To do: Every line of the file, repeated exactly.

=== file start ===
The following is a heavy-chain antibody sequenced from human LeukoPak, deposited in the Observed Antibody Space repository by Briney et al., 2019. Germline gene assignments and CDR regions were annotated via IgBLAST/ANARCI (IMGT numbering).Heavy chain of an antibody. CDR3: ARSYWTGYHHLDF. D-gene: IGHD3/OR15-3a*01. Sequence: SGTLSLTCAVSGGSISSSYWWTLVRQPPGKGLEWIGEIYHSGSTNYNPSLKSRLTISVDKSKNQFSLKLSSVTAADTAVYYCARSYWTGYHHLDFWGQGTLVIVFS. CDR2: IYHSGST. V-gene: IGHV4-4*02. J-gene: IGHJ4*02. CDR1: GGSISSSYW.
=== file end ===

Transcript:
The following is a heavy-chain antibody sequenced from human LeukoPak, deposited in the Observed Antibody Space repository by Briney et al., 2019. Germline gene assignments and CDR regions were annotated via IgBLAST/ANARCI (IMGT numbering).Heavy chain of an antibody. CDR3: ARSYWTGYHHLDF. D-gene: IGHD3/OR15-3a*01. Sequence: SGTLSLTCAVSGGSISSSYWWTLVRQPPGKGLEWIGEIYHSGSTNYNPSLKSRLTISVDKSKNQFSLKLSSVTAADTAVYYCARSYWTGYHHLDFWGQGTLVIVFS. CDR2: IYHSGST. V-gene: IGHV4-4*02. J-gene: IGHJ4*02. CDR1: GGSISSSYW.